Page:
In an era when it’s easy for us to dwell endlessly on what the opposite end of the political spectrum is doing, I have a critique of both sides of the aisle: America has lost its ethic of service culture. What I mean by this is that, while we often stand firmly with one political ideology or another, we’re less and less willing to back up our stated commitment to a better world by dedicating ourselves to lives of service.
We can purport to be the most compassionate liberals, or the conservatives most dedicated to ensuring freedom—but, after we cast our votes, what really matters is what we do in the world.
This is also what Torah is about. The Torah doesn’t command beliefs. The Torah commands mitzvot. Jews have inherited a culture of mitzvot, and that worldview ought to inform the way we participate in American society.
In 1966, the Peace Corps had 15,556 volunteers. In 2020, that number was down to 7,334. I suspect part of the reason for this decline is that as a culture we’ve decided to attack different kinds of service as not being valuable. Many liberals ignorantly believe that those who serve in the armed forces are all unthinking militarists, when the truth is a lot of them are engaged in a noble culture of service. At the same time, an overly zealous conservative might wrongly deride those who serve in Teach for America, Doctors Without Borders, or AmeriCorps as foolishly wasting their time. We need to break free of these notions.
Further, rather than insisting on our children graduating college and entering the work force or advanced degree programs as early as possible, I think parents should consider the experience young people have and the good they do by entering immersive service programs.
It would have been normal for our parents and grandparents to serve in the military or work on a kibbutz. Especially now that we live in a more secure world, I believe the time is right for us to circle back to a revitalization of the culture of service. Perhaps our Jewish organizations and secular governments should be requiring—or at least deeply incentivizing—a year of service for young adults.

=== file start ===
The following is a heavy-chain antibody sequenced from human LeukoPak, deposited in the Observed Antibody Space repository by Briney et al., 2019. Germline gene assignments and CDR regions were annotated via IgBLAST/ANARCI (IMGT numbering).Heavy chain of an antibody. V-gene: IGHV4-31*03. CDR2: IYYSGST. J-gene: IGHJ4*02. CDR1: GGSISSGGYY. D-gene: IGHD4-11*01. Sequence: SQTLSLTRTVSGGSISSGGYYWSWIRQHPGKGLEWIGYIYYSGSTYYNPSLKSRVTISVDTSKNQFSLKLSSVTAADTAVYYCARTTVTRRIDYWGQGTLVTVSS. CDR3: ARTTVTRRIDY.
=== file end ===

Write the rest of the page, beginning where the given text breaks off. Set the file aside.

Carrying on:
As a young adult, I was privilege to go on around a dozen service-learning volunteer trips in the Global South with American Jewish World Service, as both a participant and later as an educator. Those experiences changed my life as I rethought my role on this planet. I was transformed by the power of service work, in partnership with others. Over the course of a summer in Ghana with Dr. Max Klau, who has committed his professional life to the service movement, I was totally captivated by his vision for repairing the world through service work.
The late Dr. Paul Farmer, who committed his life to service of others, wrote: “With rare exceptions, all of your most important achievements on this planet will come from working with others—or, in a word, partnership.” I came to believe this to be true and I shaped my vocation and avocation around this value.
Maybe, before becoming a doctor, you should need to volunteer in a part of the world where your service is needed. Or, before becoming a lawyer, you should gain the experience of going out and seeing what work in the world is truly needed. This should be seen not as a distraction from our other goals, but as a part of the holistic development of the people we want ourselves and our children to be.
In the 21st century, we’ve witnessed a worrying rise of hedonism and individualism, and, while we can feel we’re making the world better by trying to score zero-sum political points, I think our efforts must be devoted to something bigger as well.
We must re-learn to, as John F. Kennedy famously said in his inauguration speech, “ask not what your country can do for you—ask what you can do for your country” and “ask not what America will do for you, but what together we can do for the freedom of man.” Here is a less well-known speech where JFK gave his first public articulation of his vision for a Peace Corps:
How many of you who are going to be doctors, are willing to spend your days in Ghana? Technicians or engineers, how many of you are willing to work in the Foreign Service and spend your lives traveling around the world? On your willingness to do that, not merely to serve one year or two years in the service, but on your willingness to contribute part of your life to this country, I think will depend the answer whether a free society can compete. I think it can! And I think Americans are willing to contribute. But the effort must be far greater than we have ever made in the past.
As Jews, we should not view America merely for what it can give us—as if the gains are only material security and social acceptance. Instead, we should be focused on what we have to offer.